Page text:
Tondar's Daily Rant

Prepare yourself for the writings of Tondar the Destroyer, Baron of Atlanta, Rightful Heir to the Throne of Spain, from whom all babies come. As his will be blogged, so let it be done.

Saturday, August 04, 2007


Wilson - My buddy drank my piss once.

Gayson - The only time I ever pooped my pants is from the Richards.


In most situations in life it is important to asure that the kids are secured away in the wee small hours.

Friday, August 03, 2007


This week John Schuerholz traded away five young prospects -- including highly regarded switch-hitting catcher-first baseman Jarrod Saltalamacchia -- for the biggest catch of the trading season, the Rangers' Mark Teixeira. He traded away a young starting pitcher, Kyle Davies, for reliever Octavio Dotel. He traded two lefties for another lefty reliever, Royce Ring.

It was an awfully lot to give up, especially considering that Dotel might not be around next year and Teixeira is a free agent after 2008. And Schuerholz isn't denying that. The Braves gave up a ton.

But Schuerholz has the perfect comeback, too. The Braves traded those players because, unlike so many other teams, they could. They had the players to trade. And now they're a better team because of it.

If John Donovan is correct, we may see Tondar's dream matchup for the world series as the Detroit Tigers face my Atlanta Braves. You can bet I would rock on down to the Ted to throw the chop if that ever went down. How sweet would that be to see Cy Young winner John Smoltz beat the team that traded him away so many years ago? Plus it would represent my interest in baseball coming full circle. From the 1984 Tigers to the 1991 and 1995 Braves, to the 2005 and 2006 heartbreaking playoff exits, all my memorable baseball moments have revolved around these 2 teams.

Don't ever forget we built this city on both rock AND roll.

In psychology, autism is a blanket term used to describe a variety of mental disorders. In many ways it is a broad sliding scale with many different degrees of functionality. They all get pretty much grouped together because science has just begun to understand how the brain works. Though this isn't all that scientific, this Asperger Syndrome test is an interesting indicator of how one's brain may focus and how that individual relates to the other humans.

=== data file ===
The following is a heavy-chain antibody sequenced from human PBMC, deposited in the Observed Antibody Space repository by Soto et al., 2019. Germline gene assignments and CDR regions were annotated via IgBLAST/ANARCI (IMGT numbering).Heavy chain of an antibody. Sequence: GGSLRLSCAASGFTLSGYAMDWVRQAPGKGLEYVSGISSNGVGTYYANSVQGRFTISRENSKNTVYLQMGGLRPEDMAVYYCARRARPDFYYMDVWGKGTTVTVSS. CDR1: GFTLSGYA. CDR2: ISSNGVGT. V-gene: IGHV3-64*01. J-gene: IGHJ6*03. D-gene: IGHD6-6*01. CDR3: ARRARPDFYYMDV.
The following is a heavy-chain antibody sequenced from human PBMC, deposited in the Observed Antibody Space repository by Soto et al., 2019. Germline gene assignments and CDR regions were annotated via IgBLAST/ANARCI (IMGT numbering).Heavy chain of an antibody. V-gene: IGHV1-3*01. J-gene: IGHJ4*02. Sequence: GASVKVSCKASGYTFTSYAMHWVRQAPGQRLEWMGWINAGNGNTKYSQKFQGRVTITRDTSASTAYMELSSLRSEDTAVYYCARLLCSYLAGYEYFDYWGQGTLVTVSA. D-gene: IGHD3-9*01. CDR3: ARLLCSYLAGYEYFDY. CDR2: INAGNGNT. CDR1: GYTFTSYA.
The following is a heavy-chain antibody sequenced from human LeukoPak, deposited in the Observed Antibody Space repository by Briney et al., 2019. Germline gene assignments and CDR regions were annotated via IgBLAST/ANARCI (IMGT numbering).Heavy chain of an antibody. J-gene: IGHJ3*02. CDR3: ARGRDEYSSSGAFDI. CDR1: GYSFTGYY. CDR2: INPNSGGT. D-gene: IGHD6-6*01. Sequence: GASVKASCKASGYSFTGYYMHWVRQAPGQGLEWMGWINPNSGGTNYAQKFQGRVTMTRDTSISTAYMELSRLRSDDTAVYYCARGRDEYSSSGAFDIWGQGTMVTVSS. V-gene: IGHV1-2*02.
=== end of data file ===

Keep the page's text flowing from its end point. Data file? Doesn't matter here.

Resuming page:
I scored a 13.

Women average 14.

Men average 18.

Thursday, August 02, 2007

PIC OF THE DAYYeah, I'm the King of Scrabble.

Wednesday, August 01, 2007

HAPPY BIRTHDAY MISTRESS ANGELAYou keep handing out come hither looks and I just may.
PIC OF THE DAYThis could be the week I check out at work. Wave goodbye, Kim.

From Seth...


If we're gonna go 9-3, we're gonna go 9-3

If your strategy is to have Michigan expose the BCS pretenders in non-conference play, you're forgetting what makes the poseurs poseurs in the first place: West Virginia wouldn't get caught dead with a Michigan on their schedule! You'll get those mega-matchups between conferences only when both programs think they'll have an unbeatable team, since it's the conference, not the schools, who get the most money from those No. 1 v. No. 2 games. The exceptions are Notre Dame -- because their rivals are really good -- and when some team who scheduled us to get notoriety gets really good out of nowhere. Otherwise, that 2-year Texas/Ohio State gig was a major rarity. And the mechanism that created it -- a Big XII rule that allowed the conference to schedule games -- has been eliminated. If the big programs play each other, it's almost always because of a pre-established rivalry like Florida/FSU, or Notre Dame/USC.

Besides, it's easier for an A- team to lose to a B+ non-conference team than a B+ conference rival -- the more teams know each other, the less flukey games become. So Michigan is better off playing Wisconsin than WVU anyway.

Look at that schedule again:

Michigan Schedule:
> > Aug 31 @Wisconsin
> > Sept 6 ILLINOIS
> > Sept 13 NOTRE DAME
> > Sept 20 INDIANA (homecoming)
> > Sept 27 @ Purdue
> > Oct 3 @ Michigan State
> > Oct 10 PENN STATE
> > Oct 17 MINNESOTA
> > Oct 24 bye week
> > Oct 31 IOWA
> > Nov 7 @ Northwestern
> > Nov 14 OHIO STATE

How different is that, really, from real 2007 schedule:

> > Sept 8 OREGON
> > Sept 15 NOTRE DAME
> > Sept 22 PENN STATE
> > Sept 29 @ Northwestern
> > Oct 13 PURDUE
> > Oct 20 @ Illinois
> > Oct 27 MINNESOTA
> > Nov 3 @ Michigan State
> > Nov 10 @ Wisconsin
> > Nov 17 OHIO STATE

Instead of Appalachian State, EMU and Oregon, I have Michigan playing Iowa and Indiana. Really, how much better is Iowa than Oregon? And honestly I'd take Appalachian State over Indiana right now (they're a Div IAA but they dominate AA like Marshall used to). I've also gone back to 11 games, which sounds unfeasible considering how much the NCAA is money-oriented, but actually isn't for the Big Ten, where the idea of a game-cap at 11 has gained traction (a few years ago they trotted in Bo and Lloyd and JoePa and Barry Alvarez and Kirk Ferentz who all advocated 11 games).

My point is, against the 2007 schedule, the Wolverines are expected to win every game and compete for a national championship. Why would 2015 be any different against a schedule of similar difficulty?


How this would play nationally and in bowl selection